Davey Howell has hit rock bottom. After losing his job and exhausting his savings, he’s become desperate enough to try picking pockets. Luckily, he’s caught on his first attempt by the wealthy and alluring Jake Cohen. Jake is not only an extremely talented lawyer, he’s a Dominate looking for a long term sub and, in Davey, he thinks he’s found the perfect fit. Almost overnight, Davey’s life is changed for the better and he begins to explore the BDSM scene under Jake’s guiding hand.
But Davey is new to the sub life and he’s torn between wanting to please Jake and his natural reluctance to trust his change in circumstance. When a misunderstanding threatens all that Jake and Davey have begun to create, both men must be willing to forgive and start again. Only then can they have the kind of relationship that will stand the test of time.
Let’s face it, when you pick up a romance, there’s often a suspension fo disbelief we have to adopt as a readers. That’s part of the fun. But there’s a fine line between suspension of disbelief and plot absurdity. And unfortunately, Jake’s Thief strains credulity and tips to the absurd. This is the latest in the Indiscreet Series and, personally, I think you need to read the others in the series first. I didn’t and found myself struggling to keep up with which couple did what and who belonged to who. So keep that in mind should you decide to read Jake’s Thief. Additionally, this is a re-release of the book, though I don’t know if any significant changes have been made.
So right off the bat, I had issues with the plot. Davey has lost his job and exhausted his savings and his next thought is to go straight to pick pocketing? The implication being that he can’t get any other possible work due to being fired from his job as a paralegal. Really? And then he meets Jake, who decides Davey’s a sub basically by looking at him. So in a matter of hours, Jake offers Davey a job, a place to live, and proposes they should do a trial kink period to see if they’re a good match. What? It makes no sense and even as the set up for a story, it’s a stretch to call it believable.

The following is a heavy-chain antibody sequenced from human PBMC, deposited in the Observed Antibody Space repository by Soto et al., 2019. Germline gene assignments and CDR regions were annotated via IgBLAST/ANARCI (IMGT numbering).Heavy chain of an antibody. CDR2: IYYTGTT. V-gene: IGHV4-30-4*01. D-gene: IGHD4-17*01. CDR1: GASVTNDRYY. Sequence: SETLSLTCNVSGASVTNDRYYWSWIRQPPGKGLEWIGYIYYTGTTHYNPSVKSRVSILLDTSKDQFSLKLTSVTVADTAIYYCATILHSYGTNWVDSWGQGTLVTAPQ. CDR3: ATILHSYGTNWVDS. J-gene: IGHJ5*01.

While the writing in Jake’s Thief is fine, neither of the characters behaves in a particularly realistic way. Davey is too quick to trust and accept the changes in his life and Jake is consistently treating Davey as if understands the sub life and didn’t just get drafted into it five minutes before. While the author indicates that Jake offers Davey a place to live and a job independent of sex and being a sub, the situation always felt a little uncomfortable to me. I mean, Davey was never in a position to refuse and had an obligation to accept. That said, Jake doesn’t force himself on Davey and the sexual side of their relationship actually moves fairly slowly. It was probably the most believable aspect of the entire book.
On the whole, I didn’t enjoy Jakes’s Thief. There was too much about the plot, the characters, and their interactions that didn’t feel legitimate. I couldn’t connect to either character because the plot was so disjointed and jarring to try and make sense of. This isn’t one I can recommend.